Belfast Telegraph

Raise a toast to Gordon and to Goethe and seize the day

By Alf McCreary

This week Tom Elliott from Fermanagh was elected leader of the Ulster Unionists. May the good Lord help both Mr Elliott and the party, for they could do with some inspiration.



However my thoughts turn also to a Fermanagh man of unquestionable distinction who, if he had lived, would be 83-years-old today.

I refer to the late Senator Gordon Wilson from Enniskillen who made world headlines with his deeply Christian witness after his daughter Marie died in a Provisional IRA explosion, which killed and wounded many other people.

Gordon is mostly forgotten now but I think of him every year at this time. This is not only because he was a noble friend, but also because his birthday was the day before mine.

Tomorrow I will be celebrating a special birthday which either warrants a party, or a quiet family gathering, and I have chosen the latter.

However it is a time for reflection, even if the actual number is nobody else’s business. Incidentally, my most “difficult” birthday was 30, as I hated the thought of leaving my 20s. Since then I have not looked back, and in my mind I am still 30, or thereabouts.

Much has changed during the intervening decades, in family life and also in public events including those of church and state. Despite the secular society, church worship in Northern Ireland has remained steady.

There has been a decrease in traditional forms of service, at a time of increase in more informal worship, and what I sometimes describe as “clap-happy” music.

Cardinal Newman recently made headlines because of the Pope’s Beatification, rather than for his beautiful hymn “Lead Kindly Light” or his poem, “The Dream of Gerontius” around which Sir Edward Elgar wrote his wonderful Oratorio.

I wonder what Newman would have made of much of today’s worship, but I remain relaxed about clapping and jaunty choruses. If these speak to people’s needs, so be it. I continue to put my faith in traditional hymns and psalms.

Much fuss has been made of the atheistic claims of Richard Dawkins and Stephen Hawking, but the turn-out for the state visit of Pope Benedict XVI to the UK last week showed that there is still a reservoir of faith in Britain.

The Christian church will thrive and survive throughout the world at large in the immediate future and in the longer term, even though much — though not all — of western Europe is now a virtually “post-Christian” society.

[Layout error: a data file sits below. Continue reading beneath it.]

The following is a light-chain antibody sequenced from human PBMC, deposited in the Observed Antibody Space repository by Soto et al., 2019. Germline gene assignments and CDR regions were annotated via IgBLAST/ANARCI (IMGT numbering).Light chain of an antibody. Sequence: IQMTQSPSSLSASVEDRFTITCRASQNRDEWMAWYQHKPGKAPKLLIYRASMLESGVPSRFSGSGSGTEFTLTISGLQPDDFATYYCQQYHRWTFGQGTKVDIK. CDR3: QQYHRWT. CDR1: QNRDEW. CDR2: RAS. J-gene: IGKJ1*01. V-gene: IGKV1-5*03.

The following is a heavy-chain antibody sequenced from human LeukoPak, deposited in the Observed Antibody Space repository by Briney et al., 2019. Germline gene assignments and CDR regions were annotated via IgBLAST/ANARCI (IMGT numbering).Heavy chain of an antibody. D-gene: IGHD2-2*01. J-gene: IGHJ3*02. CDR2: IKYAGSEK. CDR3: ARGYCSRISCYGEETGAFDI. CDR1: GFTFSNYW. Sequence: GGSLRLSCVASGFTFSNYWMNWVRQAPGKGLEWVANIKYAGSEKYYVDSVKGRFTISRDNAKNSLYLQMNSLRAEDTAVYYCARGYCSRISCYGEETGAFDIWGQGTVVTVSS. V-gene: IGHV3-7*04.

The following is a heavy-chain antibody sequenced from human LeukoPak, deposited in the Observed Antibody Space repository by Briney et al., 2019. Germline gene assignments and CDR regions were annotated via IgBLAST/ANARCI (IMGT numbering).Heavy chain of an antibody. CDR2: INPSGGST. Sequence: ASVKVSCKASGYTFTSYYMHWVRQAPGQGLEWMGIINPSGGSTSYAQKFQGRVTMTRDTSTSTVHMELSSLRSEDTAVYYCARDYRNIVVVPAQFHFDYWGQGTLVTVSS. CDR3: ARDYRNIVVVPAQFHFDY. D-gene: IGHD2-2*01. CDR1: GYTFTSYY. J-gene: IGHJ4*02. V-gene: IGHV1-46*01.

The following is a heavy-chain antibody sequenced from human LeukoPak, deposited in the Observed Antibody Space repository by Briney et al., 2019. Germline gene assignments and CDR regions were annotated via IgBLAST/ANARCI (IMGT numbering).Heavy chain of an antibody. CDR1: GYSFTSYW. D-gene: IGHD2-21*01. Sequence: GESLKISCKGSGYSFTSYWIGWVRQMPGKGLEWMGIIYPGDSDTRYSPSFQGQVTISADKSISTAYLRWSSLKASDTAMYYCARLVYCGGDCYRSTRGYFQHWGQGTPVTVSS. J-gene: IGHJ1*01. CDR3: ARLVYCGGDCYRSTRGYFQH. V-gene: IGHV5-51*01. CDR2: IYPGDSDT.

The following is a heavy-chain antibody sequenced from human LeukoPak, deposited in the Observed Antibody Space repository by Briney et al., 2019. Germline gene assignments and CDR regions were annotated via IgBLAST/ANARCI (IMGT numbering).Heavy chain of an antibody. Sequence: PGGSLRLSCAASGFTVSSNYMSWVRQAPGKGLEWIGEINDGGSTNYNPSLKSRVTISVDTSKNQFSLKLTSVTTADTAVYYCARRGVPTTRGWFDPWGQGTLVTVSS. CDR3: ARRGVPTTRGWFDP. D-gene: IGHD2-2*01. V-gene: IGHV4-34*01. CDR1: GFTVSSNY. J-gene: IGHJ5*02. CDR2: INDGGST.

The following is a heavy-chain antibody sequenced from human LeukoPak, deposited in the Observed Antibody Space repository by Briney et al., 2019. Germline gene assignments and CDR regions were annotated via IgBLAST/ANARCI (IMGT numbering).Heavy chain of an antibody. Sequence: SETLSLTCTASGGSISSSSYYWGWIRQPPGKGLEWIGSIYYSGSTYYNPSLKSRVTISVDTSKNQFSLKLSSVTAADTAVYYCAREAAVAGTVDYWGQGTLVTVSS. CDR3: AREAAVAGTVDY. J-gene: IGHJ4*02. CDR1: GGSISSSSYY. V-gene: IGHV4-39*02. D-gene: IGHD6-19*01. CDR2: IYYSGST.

The political situation locally has improved greatly in recent years even if there are worrying signs of continued bigotry and an unwillingness to learn the awful lessons of nearly four decades of hatred and blood-letting.

Much bridge-building remains to be done, and there are still too many people still looking for vengeance.

There was also a disappointing lack of leadership from Stormont politicians over the Pope’s visit, when two local leaders who should have been in Edinburgh and a third should definitely not have been there, but he was predictable anyhow.

Despite all the doom-sayers, I remain optimistic about the future of Northern Ireland, and I believe that we have come too far to turn back now. However I do wish that we had a bigger vision than some of our public representatives, among whom there are still too many political pygmies.

On an international scale many huge problems remain. They include world hunger, inequality and pollution on a massive scale as well as the hideous prospect of Iran developing nuclear weapons. However, mankind has managed (just about) to survive many past crises, and the human spirit remains indomitable.

Despite the considerable rough and tumble of journalism, I have found it a fascinating and historic time to be working in such a lively profession.

Many years ago my wife bought me a birthday card with an inspiring quotation from the philosopher Goethe who wrote, “Nothing is to be prized more highly than the value of each day.”

That birthday card is either in the roof-space or it remains long lost, but I still prize highly the value of each day.

That’s a philosophy, like good wine, which matures with time.

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